Some people made sourdough bread during lockdown. Others did Zoom happy hours.
Billy Bob Thornton and The Boxmasters did some music. Three albums, to be exact, the second of which, “Help… I’m Alive”, was released last month.
“It’s a little faster and with a little more universal subject matter,” Thornton said in a phone interview. “It’s much less dark and anxiety-provoking than the first one we did in shutdown.”
That first, “Nothing Personal,” has yet to be released, and their third, holiday-appropriate “Christmas in California,” was released in November. Thornton must have been invited to the latter by Boxmasters guitarist and bassist JD Andrew, but he ultimately agreed it was an interesting idea. Of the 10 songs, eight are original.
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“You might listen to them and not know they’re Christmas songs,” Thornton said. “They are dark and humorous. It was as cathartic and fun to write these songs for a Christmas album as it was for any other record. Some sound like Boxmasters songs.
Thornton and The Boxmasters will perform at Boot Barn Hall on Friday.
You’d be forgiven for scratching your head at the thought of Thornton fronting a band, because you probably know him as an actor. There was the Oscar he won for writing the 1997 film ‘Sling Blade’, in which he played the role of a mentally handicapped man, and the multitude of films that followed, including ‘Primary Colors”, “Armageddon”, “A Simple Plan”, “Monster’s Ball” and “Bad Santa”. And more recently, his award-winning TV roles in FX’s “Fargo” and Amazon’s “Goliath.”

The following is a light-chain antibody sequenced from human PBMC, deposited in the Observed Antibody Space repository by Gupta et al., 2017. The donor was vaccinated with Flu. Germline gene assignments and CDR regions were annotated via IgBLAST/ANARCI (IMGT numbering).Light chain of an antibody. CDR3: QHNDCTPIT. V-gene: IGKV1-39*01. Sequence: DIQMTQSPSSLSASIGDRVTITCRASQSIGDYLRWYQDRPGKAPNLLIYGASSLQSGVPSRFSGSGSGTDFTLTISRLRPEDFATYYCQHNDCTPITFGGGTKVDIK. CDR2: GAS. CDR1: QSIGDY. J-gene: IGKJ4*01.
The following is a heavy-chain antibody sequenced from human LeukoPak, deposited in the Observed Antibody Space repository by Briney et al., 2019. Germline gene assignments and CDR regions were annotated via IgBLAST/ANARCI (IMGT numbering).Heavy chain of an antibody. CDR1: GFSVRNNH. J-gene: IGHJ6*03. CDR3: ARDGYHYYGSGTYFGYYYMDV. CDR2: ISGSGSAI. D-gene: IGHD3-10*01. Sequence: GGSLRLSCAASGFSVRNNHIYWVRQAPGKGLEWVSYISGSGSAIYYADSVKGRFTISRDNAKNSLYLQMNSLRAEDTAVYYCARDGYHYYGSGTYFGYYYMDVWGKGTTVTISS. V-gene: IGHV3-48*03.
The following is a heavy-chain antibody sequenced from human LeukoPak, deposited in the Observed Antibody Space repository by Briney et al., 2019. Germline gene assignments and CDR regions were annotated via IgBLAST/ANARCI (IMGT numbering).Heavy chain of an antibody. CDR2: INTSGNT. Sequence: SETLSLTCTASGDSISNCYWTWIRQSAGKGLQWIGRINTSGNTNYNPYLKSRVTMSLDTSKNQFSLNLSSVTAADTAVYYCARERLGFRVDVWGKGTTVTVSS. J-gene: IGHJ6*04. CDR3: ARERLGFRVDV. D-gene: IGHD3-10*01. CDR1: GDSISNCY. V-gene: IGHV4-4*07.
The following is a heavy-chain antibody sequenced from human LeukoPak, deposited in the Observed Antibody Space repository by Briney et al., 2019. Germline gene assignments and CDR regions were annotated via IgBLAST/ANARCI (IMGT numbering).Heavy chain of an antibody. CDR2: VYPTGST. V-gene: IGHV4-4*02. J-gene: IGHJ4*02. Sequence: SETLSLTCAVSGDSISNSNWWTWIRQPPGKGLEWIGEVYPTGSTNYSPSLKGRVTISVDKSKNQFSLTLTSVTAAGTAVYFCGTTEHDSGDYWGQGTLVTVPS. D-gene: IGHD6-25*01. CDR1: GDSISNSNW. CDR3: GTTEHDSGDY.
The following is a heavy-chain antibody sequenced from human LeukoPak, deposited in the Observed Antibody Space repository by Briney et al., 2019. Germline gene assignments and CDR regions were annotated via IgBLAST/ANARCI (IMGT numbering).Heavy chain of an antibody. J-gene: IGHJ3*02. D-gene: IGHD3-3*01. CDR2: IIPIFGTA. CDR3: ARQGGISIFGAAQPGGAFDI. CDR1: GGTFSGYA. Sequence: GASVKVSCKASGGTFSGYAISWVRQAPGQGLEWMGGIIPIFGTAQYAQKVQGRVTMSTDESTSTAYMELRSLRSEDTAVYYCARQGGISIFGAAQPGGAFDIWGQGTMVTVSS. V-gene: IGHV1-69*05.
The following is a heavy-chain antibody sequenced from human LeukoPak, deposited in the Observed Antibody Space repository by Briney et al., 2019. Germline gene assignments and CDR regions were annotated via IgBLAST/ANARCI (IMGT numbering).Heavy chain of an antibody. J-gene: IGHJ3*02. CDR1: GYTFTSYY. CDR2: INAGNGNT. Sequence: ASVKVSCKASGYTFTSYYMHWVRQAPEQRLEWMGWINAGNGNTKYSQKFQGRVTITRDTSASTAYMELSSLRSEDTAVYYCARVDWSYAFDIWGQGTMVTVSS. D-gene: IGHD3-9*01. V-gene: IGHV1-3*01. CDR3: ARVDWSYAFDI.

He accidentally fell into acting, but it was music that was always his love. After playing in bands as a child, he worked for a few years as a roadie for bands such as The Statler Brothers, Johnny Paycheck and the Nitty Gritty Dirt Band.
“It humbled me; for sure,” he said. “It was one of those experiences where when you have your own roadies you treat them well. We had it harder than them now. We didn’t get on the bus. We were working all the time, driving the trucks . I loved every minute.”
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Thornton started making solo albums in 2001 before meeting Andrew in 2007, when he was hired as a sound engineer for Thornton’s 2007 album, ‘Beautiful Door’. He asked Andrew to play guitar for a song, and they’ve been making music ever since.
And what does this music sound like? Each album has a “different sonic timbre,” Thornton said, but they always start from the same foundation: a crazy, passionate love for ’60s music, especially the Beatles, Beach Boys and Byrds. To this day, Thornton emphasizes the importance of bands.
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“Everyone was inspired by the Beatles,” he said. “When you look at the all-time greats, it’s the people who started something that ultimately got on people’s nerves. They had a perfect blend together. Chemistry has a lot to do with things. That’s what this group (Boxmasters) has. If you replaced any of these Beatles, they wouldn’t sound the same. Beach Boys, same thing. The Byrds sat down and said. ‘listen to our voices, they blend perfectly.’”
Contact the writer: 719-636-0270
Contact the writer: 719-636-0270